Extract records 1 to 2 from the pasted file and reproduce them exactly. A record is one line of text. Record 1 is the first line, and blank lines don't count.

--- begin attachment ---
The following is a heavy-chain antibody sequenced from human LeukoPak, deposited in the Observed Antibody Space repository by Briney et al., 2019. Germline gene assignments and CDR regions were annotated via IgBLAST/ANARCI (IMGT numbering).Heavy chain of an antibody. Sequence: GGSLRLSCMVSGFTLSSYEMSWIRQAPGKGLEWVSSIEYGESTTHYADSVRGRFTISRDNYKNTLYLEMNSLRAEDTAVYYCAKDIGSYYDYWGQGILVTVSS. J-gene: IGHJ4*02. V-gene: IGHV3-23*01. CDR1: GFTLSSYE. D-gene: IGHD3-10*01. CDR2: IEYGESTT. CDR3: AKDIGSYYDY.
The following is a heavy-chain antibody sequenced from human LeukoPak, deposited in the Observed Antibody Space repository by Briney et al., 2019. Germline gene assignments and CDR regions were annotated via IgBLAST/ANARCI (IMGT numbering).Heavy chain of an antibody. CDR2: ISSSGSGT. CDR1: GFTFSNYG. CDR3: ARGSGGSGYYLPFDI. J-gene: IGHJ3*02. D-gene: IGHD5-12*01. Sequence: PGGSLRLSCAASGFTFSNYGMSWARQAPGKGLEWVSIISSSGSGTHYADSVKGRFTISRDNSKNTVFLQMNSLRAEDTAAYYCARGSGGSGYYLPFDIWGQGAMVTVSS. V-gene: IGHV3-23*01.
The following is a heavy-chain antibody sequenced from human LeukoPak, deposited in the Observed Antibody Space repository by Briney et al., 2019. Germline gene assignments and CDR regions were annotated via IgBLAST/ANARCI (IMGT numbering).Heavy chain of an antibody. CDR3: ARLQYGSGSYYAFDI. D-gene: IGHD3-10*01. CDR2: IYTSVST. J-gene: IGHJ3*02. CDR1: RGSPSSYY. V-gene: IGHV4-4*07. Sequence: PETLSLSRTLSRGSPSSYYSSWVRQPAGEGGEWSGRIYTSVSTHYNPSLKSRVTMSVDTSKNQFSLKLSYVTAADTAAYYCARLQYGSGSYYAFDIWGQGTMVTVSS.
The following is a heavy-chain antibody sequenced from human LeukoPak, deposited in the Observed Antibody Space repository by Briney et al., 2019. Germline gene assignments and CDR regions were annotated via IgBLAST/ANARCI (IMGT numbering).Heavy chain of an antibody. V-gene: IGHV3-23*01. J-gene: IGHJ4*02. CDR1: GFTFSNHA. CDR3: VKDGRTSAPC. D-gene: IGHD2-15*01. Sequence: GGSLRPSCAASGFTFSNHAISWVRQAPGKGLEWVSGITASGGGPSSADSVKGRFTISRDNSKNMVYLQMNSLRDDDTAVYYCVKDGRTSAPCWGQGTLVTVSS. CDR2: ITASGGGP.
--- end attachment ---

The following is a heavy-chain antibody sequenced from human LeukoPak, deposited in the Observed Antibody Space repository by Briney et al., 2019. Germline gene assignments and CDR regions were annotated via IgBLAST/ANARCI (IMGT numbering).Heavy chain of an antibody. Sequence: GGSLRLSCMVSGFTLSSYEMSWIRQAPGKGLEWVSSIEYGESTTHYADSVRGRFTISRDNYKNTLYLEMNSLRAEDTAVYYCAKDIGSYYDYWGQGILVTVSS. J-gene: IGHJ4*02. V-gene: IGHV3-23*01. CDR1: GFTLSSYE. D-gene: IGHD3-10*01. CDR2: IEYGESTT. CDR3: AKDIGSYYDY.
The following is a heavy-chain antibody sequenced from human LeukoPak, deposited in the Observed Antibody Space repository by Briney et al., 2019. Germline gene assignments and CDR regions were annotated via IgBLAST/ANARCI (IMGT numbering).Heavy chain of an antibody. CDR2: ISSSGSGT. CDR1: GFTFSNYG. CDR3: ARGSGGSGYYLPFDI. J-gene: IGHJ3*02. D-gene: IGHD5-12*01. Sequence: PGGSLRLSCAASGFTFSNYGMSWARQAPGKGLEWVSIISSSGSGTHYADSVKGRFTISRDNSKNTVFLQMNSLRAEDTAAYYCARGSGGSGYYLPFDIWGQGAMVTVSS. V-gene: IGHV3-23*01.